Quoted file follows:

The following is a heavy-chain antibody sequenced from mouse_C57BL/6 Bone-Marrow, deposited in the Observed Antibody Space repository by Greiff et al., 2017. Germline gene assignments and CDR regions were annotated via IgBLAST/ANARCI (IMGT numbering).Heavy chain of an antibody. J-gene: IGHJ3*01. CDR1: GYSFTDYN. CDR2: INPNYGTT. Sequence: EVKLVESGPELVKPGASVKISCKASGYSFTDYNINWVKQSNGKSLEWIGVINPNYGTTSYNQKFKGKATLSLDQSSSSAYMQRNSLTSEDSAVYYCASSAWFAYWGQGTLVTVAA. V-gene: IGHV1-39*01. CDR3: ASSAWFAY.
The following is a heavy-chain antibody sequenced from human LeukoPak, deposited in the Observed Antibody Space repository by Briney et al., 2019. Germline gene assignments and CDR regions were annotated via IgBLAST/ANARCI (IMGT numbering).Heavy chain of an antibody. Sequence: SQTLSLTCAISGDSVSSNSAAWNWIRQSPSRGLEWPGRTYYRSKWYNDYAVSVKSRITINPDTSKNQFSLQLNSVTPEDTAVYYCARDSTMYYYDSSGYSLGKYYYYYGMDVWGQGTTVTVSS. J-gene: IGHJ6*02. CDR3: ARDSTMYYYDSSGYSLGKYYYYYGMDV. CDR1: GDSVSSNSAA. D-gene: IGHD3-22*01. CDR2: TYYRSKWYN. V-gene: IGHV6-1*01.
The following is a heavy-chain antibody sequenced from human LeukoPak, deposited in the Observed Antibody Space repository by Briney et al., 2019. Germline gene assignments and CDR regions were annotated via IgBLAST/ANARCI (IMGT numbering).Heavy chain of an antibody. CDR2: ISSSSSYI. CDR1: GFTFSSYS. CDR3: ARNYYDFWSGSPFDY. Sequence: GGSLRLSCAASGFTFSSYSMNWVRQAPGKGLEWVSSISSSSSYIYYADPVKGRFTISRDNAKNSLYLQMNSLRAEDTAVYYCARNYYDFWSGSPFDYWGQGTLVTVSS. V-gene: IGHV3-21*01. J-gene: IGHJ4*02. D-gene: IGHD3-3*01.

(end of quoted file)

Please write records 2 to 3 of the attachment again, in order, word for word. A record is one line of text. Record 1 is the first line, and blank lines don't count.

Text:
The following is a heavy-chain antibody sequenced from human LeukoPak, deposited in the Observed Antibody Space repository by Briney et al., 2019. Germline gene assignments and CDR regions were annotated via IgBLAST/ANARCI (IMGT numbering).Heavy chain of an antibody. Sequence: SQTLSLTCAISGDSVSSNSAAWNWIRQSPSRGLEWPGRTYYRSKWYNDYAVSVKSRITINPDTSKNQFSLQLNSVTPEDTAVYYCARDSTMYYYDSSGYSLGKYYYYYGMDVWGQGTTVTVSS. J-gene: IGHJ6*02. CDR3: ARDSTMYYYDSSGYSLGKYYYYYGMDV. CDR1: GDSVSSNSAA. D-gene: IGHD3-22*01. CDR2: TYYRSKWYN. V-gene: IGHV6-1*01.
The following is a heavy-chain antibody sequenced from human LeukoPak, deposited in the Observed Antibody Space repository by Briney et al., 2019. Germline gene assignments and CDR regions were annotated via IgBLAST/ANARCI (IMGT numbering).Heavy chain of an antibody. CDR2: ISSSSSYI. CDR1: GFTFSSYS. CDR3: ARNYYDFWSGSPFDY. Sequence: GGSLRLSCAASGFTFSSYSMNWVRQAPGKGLEWVSSISSSSSYIYYADPVKGRFTISRDNAKNSLYLQMNSLRAEDTAVYYCARNYYDFWSGSPFDYWGQGTLVTVSS. V-gene: IGHV3-21*01. J-gene: IGHJ4*02. D-gene: IGHD3-3*01.